#5 covers a very large class of verbal nouns ending in -μα. Once you have the endings down, all you need to know about these is that the stem ends in -ματ-, but in the nominative and accusative singular, there is no ending, so -τ, a consonant which generally can't end a word in Greek, drops off. The same principle is operative in γάλα, γάλακτ-ος: -κτ cannot end a word in Greek, so it drops off in the nominative and accusative singular.
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Re: Just how big is the 3rd declension?

Postby Cursus » Sat Nov 23, 2013 6:32 pm

Thank you for the responses. Greek is tough enough without having to delve into Proto-Indo-European linguistics and the like; it's enough for me to know that the τριήρης, τριήρους forms result from an invisible σ dropping out. Third declension endings actually strike me as pretty regular - it's all the dropped/combined/contracted letters that make it tricky, especially once you get into the genitive forms that suddenly have omegas pop up. Dative plurals are an exception... but it would not be Greek unless there were exceptions somewhere.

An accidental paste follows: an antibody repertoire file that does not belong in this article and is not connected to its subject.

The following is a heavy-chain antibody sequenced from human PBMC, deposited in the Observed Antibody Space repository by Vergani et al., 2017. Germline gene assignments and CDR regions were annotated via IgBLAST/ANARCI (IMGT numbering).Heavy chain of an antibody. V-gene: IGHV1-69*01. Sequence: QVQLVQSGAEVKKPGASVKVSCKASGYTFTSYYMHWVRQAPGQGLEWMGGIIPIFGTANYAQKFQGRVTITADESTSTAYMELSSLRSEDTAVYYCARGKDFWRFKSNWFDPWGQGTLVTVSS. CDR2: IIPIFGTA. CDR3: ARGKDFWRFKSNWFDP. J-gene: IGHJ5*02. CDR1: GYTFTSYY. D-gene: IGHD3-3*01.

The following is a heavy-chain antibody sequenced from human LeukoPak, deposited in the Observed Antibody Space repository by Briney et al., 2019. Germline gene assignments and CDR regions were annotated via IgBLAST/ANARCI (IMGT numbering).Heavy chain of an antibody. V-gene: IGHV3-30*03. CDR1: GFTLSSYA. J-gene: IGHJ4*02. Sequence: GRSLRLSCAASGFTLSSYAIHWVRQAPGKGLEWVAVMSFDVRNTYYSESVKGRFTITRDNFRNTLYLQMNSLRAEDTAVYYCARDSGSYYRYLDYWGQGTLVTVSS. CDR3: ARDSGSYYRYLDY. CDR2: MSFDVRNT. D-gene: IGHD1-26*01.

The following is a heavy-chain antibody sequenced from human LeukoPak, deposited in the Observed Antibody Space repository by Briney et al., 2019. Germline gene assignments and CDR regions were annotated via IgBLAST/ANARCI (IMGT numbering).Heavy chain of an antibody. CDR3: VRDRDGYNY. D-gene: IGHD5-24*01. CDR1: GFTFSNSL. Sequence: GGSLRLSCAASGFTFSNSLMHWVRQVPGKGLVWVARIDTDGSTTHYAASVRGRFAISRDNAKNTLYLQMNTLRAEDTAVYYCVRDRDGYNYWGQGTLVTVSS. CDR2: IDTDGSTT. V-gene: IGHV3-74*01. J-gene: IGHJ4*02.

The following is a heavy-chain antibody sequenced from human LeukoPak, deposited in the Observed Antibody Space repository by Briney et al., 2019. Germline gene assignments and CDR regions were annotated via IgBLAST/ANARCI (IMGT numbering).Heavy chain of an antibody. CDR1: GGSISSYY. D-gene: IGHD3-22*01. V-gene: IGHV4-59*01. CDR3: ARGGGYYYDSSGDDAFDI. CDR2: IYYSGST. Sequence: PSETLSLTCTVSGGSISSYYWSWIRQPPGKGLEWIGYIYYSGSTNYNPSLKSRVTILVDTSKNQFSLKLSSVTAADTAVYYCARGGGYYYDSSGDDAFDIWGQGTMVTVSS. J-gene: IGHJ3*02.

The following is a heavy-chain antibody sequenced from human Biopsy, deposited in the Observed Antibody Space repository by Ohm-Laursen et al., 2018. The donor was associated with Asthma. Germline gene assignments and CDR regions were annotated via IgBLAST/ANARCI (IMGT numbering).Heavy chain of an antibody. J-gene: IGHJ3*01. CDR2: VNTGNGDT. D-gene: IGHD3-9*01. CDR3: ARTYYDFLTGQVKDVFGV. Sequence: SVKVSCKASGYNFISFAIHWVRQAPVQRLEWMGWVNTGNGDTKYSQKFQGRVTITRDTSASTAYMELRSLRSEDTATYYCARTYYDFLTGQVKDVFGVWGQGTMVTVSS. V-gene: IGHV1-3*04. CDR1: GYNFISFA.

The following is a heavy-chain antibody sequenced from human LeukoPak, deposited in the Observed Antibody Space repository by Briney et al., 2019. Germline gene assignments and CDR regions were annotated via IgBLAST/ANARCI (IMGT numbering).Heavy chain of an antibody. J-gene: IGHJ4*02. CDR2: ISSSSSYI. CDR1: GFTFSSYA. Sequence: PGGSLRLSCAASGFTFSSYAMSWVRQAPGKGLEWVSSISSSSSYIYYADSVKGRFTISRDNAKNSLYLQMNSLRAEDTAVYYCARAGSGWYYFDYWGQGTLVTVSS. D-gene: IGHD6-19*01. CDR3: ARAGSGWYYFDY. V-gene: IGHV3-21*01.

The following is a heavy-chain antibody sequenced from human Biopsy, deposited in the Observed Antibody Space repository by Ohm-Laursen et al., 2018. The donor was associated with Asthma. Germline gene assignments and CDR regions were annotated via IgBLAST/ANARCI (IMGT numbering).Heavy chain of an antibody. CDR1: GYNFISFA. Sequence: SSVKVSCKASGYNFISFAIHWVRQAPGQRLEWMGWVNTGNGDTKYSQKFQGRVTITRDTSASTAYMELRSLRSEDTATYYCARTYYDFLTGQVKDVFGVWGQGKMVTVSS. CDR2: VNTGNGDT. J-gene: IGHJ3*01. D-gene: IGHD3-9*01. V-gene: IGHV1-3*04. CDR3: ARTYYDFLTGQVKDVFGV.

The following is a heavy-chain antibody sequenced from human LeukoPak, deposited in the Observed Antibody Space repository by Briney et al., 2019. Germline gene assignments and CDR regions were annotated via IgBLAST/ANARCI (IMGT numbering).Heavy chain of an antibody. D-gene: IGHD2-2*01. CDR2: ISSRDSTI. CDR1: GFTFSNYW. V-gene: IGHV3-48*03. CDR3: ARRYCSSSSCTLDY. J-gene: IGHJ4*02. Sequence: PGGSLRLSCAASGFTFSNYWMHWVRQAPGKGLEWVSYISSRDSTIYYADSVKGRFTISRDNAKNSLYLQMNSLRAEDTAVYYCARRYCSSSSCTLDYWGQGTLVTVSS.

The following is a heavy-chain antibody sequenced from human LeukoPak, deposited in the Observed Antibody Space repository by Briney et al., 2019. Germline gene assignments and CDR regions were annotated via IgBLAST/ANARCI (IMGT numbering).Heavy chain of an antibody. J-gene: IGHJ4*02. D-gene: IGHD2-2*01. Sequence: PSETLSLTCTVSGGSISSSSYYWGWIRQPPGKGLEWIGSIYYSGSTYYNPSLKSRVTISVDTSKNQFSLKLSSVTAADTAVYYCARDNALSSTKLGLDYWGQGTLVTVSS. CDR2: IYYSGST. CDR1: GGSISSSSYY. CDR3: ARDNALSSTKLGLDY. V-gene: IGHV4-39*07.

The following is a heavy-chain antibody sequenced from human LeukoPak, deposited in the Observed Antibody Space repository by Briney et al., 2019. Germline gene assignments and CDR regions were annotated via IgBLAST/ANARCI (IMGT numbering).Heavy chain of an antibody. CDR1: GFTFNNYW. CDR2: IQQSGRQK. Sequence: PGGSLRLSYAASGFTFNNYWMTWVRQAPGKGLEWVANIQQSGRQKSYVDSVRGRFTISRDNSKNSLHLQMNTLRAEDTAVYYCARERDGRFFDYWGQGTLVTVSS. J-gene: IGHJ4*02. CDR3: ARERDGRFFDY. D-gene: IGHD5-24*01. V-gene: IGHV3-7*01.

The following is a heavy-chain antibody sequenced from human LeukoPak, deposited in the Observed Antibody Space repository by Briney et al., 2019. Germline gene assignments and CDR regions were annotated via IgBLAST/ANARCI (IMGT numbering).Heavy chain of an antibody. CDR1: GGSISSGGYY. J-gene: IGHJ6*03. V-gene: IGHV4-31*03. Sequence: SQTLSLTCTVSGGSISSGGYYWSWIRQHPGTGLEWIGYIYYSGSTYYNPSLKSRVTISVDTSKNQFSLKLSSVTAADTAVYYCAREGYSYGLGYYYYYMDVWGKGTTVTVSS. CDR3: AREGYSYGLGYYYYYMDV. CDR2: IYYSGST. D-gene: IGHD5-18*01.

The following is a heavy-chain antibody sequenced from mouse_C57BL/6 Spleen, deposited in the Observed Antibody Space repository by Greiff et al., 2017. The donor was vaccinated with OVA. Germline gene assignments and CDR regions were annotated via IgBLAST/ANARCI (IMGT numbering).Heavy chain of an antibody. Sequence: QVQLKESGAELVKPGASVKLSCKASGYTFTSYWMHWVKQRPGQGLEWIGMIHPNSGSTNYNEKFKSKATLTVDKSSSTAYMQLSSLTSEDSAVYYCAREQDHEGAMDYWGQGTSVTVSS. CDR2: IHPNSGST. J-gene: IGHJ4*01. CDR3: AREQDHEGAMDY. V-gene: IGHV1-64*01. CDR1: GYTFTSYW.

I also appreciate the links to Perseus and the recommendation for Smyth. I've got a couple grammars (the meatiest of which are Godwin and Crosby), but I couldn't get their descriptions of the declension to square with all the others.

Qimmik, I think your second response really gets at what I'm trying to understand, so I'll take a close look at those links. And daivid, I think your link will be a big help once I'm trying to read again and can't quite figure out just what form I'm looking at. If nothing else, at least I will know which part of speech I'm not looking at. :)
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Re: Just how big is the 3rd declension?

Postby daivid » Sun Nov 24, 2013 1:20 am

This is one I stumbled on today:
οἶς sheep.

When I see it declined it is clearly behaving like πολις but the genitive singular is οἰός.